Journal of Chemical Ecology

, Volume 33, Issue 2, pp 319–329 | Cite as

Spectrum of Cyanide Toxicity and Allocation in Heliconius erato and Passiflora Host Plants

  • Mirian Medina Hay-RoeEmail author
  • James Nation


The larvae of three races of Heliconius erato were fed various species of Passiflora containing varying levels of cyanoglucosides. The mortality rate of larvae and pupae rose when larvae were fed species of Passiflora capable of releasing larger quantities of cyanide. When larvae were fed species of Passiflora with these properties, the resulting adult butterflies also released higher levels of cyanide. This may serve as a defense mechanism. The compounds responsible for the release of cyanide were not evenly distributed throughout the adult butterfly’s body. The thorax contained the highest concentration of cyanogenic substances, followed by the head, wings, and abdomen. The younger tissues of Passiflora plants had higher levels of cyanide-releasing compounds than stems and mature leaves. Cyanogenic glycoside distribution within the plants is consistent with optimal allocation theory. The levels of cyanide-releasing substances in plants varied depending on the season.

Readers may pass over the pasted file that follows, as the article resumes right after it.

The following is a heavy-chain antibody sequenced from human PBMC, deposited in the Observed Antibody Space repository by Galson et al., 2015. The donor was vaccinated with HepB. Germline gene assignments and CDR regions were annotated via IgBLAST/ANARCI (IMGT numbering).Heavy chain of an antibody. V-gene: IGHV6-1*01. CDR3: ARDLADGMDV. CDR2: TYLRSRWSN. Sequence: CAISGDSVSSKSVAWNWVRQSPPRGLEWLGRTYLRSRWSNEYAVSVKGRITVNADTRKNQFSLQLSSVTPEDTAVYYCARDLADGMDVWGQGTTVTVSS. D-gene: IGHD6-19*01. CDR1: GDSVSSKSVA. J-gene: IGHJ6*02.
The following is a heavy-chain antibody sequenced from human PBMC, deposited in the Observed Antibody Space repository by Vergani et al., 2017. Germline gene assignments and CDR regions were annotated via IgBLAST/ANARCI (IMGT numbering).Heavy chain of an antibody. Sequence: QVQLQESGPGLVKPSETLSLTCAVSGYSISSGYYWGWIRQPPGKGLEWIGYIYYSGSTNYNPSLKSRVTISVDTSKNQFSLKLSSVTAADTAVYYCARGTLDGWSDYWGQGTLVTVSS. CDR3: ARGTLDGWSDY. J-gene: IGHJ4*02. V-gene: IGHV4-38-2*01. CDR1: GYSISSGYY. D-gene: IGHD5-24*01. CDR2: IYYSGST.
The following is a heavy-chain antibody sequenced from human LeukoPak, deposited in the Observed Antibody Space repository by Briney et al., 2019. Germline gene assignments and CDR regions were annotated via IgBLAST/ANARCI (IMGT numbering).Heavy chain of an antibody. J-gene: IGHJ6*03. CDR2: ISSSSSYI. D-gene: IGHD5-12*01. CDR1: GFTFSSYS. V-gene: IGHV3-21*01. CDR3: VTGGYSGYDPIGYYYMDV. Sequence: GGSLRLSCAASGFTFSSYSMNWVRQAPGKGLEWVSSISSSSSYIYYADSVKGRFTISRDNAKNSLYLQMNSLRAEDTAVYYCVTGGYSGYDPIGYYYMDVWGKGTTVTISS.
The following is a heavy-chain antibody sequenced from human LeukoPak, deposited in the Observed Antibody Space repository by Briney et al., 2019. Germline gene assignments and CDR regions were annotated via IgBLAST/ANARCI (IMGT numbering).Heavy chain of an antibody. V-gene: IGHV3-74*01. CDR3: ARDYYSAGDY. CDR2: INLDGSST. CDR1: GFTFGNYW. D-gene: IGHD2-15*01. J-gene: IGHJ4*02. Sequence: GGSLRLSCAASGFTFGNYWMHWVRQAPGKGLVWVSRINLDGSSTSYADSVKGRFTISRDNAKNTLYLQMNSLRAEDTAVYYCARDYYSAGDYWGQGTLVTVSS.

Heliconius erato cyrbia Heliconius erato favorinus Heliconius erato demophoon Passiflora Cyanogenic glycosides β-glucosidase Cyanide Ecuador Peru Panama 



This study constitutes part of a University of Florida doctoral dissertation. MMHR thanks the following for help and encouragement: T. C. Emmel, F. Slansky, H. McAuslane, and D. Jones as members of my committee; C. Jiggins and M. Beltran for hospitality while in Panama; the Delores A. Auzenne Graduate Scholars Fellowship, the James & Margaret Gahan Scholarship, and the John A. Mülrennan Senior Scholarship at the University of Florida for financial support; Butterfly World; and the Association of Tropical Lepidoptera for travel grants to Tingo Maria, Huanuco, Peru, and Panama. We thank the Instituto de Recursos Naturales, Ministerio de Agricultura, Peru; the Smithsonian Tropical Research Institute, Panama; and the United States Department of Agriculture for collecting, exporting, and importing permits.


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© Springer Science+Business Media, LLC 2007

Authors and Affiliations

  1. 1.Department of Entomology and NematologyUniversity of FloridaGainesvilleUSA
  2. 2.McGuire Center for Lepidoptera and BiodiversityFlorida Museum of Natural HistoryGainesvilleUSA

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